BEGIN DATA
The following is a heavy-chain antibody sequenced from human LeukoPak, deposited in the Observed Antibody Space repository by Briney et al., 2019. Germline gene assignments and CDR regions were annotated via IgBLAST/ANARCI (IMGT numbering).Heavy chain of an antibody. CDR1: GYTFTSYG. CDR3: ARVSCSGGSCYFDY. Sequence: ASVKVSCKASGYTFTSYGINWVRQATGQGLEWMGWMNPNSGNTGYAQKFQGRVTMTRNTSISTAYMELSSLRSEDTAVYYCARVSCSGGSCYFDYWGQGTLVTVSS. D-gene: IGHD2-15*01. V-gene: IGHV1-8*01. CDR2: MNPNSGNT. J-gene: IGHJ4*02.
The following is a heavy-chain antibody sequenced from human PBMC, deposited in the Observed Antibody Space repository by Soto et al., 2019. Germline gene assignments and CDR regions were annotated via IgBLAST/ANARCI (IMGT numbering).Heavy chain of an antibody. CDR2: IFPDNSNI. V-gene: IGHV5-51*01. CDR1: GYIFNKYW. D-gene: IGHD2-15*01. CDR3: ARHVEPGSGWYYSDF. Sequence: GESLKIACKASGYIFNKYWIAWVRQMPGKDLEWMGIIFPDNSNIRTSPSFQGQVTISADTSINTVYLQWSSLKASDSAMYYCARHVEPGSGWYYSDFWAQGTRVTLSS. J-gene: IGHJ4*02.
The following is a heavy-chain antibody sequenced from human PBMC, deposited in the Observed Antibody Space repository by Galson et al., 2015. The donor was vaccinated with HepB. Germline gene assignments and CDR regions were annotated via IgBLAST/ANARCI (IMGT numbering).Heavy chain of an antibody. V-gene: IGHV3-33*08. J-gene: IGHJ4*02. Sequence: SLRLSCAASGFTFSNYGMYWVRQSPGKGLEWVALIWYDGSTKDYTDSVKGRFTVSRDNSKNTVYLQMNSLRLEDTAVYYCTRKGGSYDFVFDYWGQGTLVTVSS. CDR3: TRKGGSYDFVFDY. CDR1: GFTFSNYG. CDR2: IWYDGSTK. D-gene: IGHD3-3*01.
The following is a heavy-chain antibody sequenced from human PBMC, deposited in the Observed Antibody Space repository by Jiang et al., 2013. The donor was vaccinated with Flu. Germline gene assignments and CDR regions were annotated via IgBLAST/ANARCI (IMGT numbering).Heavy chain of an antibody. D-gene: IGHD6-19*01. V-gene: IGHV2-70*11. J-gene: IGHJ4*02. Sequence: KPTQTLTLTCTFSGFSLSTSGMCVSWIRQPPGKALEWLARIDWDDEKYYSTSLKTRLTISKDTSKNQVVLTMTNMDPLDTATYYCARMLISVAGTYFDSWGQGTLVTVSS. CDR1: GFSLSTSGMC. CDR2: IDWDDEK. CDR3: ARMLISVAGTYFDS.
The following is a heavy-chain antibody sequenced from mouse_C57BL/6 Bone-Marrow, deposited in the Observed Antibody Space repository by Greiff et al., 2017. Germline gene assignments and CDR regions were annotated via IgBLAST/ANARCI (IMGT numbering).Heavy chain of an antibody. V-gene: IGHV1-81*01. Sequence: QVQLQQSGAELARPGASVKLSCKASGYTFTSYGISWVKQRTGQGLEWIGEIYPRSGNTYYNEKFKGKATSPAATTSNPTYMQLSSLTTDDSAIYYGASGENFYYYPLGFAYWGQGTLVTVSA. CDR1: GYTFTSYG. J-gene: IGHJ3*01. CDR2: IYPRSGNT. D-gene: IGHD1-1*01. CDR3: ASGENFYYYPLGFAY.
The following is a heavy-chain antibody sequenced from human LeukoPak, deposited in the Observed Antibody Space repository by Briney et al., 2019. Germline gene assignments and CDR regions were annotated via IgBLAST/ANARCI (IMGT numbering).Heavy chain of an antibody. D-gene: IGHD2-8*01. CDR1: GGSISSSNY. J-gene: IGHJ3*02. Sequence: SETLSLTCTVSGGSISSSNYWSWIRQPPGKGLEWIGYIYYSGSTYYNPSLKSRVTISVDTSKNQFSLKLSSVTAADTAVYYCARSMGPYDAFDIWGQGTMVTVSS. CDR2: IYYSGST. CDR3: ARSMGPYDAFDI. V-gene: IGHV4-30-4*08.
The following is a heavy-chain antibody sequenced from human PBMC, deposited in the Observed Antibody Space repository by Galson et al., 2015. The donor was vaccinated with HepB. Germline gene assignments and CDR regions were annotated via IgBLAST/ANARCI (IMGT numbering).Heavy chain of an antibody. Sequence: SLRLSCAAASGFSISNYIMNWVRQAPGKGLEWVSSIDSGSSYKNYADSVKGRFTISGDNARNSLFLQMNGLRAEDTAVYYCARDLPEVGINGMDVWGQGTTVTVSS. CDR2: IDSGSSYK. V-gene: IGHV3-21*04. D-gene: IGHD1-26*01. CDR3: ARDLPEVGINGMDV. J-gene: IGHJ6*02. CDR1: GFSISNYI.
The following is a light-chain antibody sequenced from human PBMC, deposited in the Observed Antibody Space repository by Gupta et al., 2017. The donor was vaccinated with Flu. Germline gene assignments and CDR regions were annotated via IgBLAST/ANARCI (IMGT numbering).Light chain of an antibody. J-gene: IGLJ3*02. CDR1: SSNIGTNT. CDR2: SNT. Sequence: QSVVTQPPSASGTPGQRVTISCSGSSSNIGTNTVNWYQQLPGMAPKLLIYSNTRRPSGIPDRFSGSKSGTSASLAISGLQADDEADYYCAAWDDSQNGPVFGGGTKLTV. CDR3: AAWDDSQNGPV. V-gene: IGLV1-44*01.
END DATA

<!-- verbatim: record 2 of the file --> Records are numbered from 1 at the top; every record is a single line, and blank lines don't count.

The following is a heavy-chain antibody sequenced from human PBMC, deposited in the Observed Antibody Space repository by Soto et al., 2019. Germline gene assignments and CDR regions were annotated via IgBLAST/ANARCI (IMGT numbering).Heavy chain of an antibody. CDR2: IFPDNSNI. V-gene: IGHV5-51*01. CDR1: GYIFNKYW. D-gene: IGHD2-15*01. CDR3: ARHVEPGSGWYYSDF. Sequence: GESLKIACKASGYIFNKYWIAWVRQMPGKDLEWMGIIFPDNSNIRTSPSFQGQVTISADTSINTVYLQWSSLKASDSAMYYCARHVEPGSGWYYSDFWAQGTRVTLSS. J-gene: IGHJ4*02.